Localization of the Thrombin-binding Domain on Prothrombin Fragment 2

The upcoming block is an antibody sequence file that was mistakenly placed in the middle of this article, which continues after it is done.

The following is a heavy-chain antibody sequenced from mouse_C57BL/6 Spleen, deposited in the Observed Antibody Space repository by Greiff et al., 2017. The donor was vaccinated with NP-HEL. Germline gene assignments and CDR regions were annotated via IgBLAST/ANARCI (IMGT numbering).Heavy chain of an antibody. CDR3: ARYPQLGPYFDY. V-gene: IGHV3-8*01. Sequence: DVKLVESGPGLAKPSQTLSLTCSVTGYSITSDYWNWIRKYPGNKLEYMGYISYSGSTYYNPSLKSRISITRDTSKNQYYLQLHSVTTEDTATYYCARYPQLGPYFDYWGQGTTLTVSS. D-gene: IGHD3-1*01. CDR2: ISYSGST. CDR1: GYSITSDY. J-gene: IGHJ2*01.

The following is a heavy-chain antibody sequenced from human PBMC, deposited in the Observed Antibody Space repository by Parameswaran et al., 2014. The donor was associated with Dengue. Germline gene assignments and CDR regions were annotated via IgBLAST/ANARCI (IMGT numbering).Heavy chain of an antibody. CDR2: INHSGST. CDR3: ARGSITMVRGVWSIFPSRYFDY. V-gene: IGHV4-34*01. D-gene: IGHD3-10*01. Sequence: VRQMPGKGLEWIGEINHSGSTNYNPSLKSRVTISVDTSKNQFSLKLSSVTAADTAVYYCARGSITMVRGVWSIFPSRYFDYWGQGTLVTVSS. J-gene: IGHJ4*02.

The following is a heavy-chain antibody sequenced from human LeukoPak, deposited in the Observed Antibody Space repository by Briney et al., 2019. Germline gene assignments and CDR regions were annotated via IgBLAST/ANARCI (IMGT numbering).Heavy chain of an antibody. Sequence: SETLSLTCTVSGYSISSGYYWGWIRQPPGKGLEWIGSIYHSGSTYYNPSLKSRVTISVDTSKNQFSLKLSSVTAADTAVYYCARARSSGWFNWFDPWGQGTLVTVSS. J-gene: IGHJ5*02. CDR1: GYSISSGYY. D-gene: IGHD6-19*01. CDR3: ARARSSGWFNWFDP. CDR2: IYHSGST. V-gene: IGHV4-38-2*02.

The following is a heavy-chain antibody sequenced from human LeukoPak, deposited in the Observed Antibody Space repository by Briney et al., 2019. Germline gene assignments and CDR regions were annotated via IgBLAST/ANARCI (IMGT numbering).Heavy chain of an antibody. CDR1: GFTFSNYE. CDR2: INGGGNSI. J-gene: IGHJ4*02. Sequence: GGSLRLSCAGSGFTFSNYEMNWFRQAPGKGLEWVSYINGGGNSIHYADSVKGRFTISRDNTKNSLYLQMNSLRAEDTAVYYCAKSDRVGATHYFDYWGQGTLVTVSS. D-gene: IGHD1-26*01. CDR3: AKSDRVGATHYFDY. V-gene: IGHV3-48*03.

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Co-crystallographic studies have shown that the interaction of human prothrombin fragment 2 (F2) with thrombin involves the formation of salt bridges between the kringle inner loop of F2 and anion-binding exosite II of thrombin. When F2 binds to thrombin, it has been shown to evoke conformational changes at the active site and at exosite I of the enzyme. Using plasma, recombinant, and synthetic F2 peptides (F2, rF2, and sF2, respectively) we have further localized the thrombin-binding domain on F2. F2, rF2-(1-116), rF2-(55-116), and sF2-(63-116), all of which contain the kringle inner loop (residues 64-93) and the acidic COOH-terminal connecting peptide (residues 94-116), bind to thrombin-agarose. In contrast, analogues of the kringle inner loop, sF2-(63-90), or the COOH-terminal connecting peptide, sF2-(92-116), do not bind. Thus, contrary to predictions from the crystal structure, the COOH-terminal connecting peptide as well as the kringle inner loop are involved in the interaction of F2 with thrombin. F2 and sF2-(63-116) bind saturably to fluorescently labeled active site-blocked thrombin with Kd values of 4.1 and 51.3 microM, respectively. The affinity of sF2-(63-116) for thrombin increases about 5-fold (Kd = 10 microM) when Val at position 78 is substituted with Glu. F2 and sF2-(63-116) bind to exosite II on thrombin because both reduce the heparin-catalyzed rate of thrombin inhibition by antithrombin approximately 4-fold. In contrast, only F2 slows the uncatalyzed rate of thrombin inactivation by antithrombin. Like F2, sF2-(63-116) induces allosteric changes in the active site and exosite I of thrombin because it alters the rates of thrombin-mediated hydrolysis of chromogenic substrates and displaces fluorescently labeled hirudin54-65 from active site-blocked thrombin, respectively. Both peptides also prolong the thrombin clotting time of fibrinogen in a concentration-dependent fashion, reflecting their effects on the active site and/or exosite I. These studies provide further insight into the regions of F2 that evoke functional changes in thrombin.
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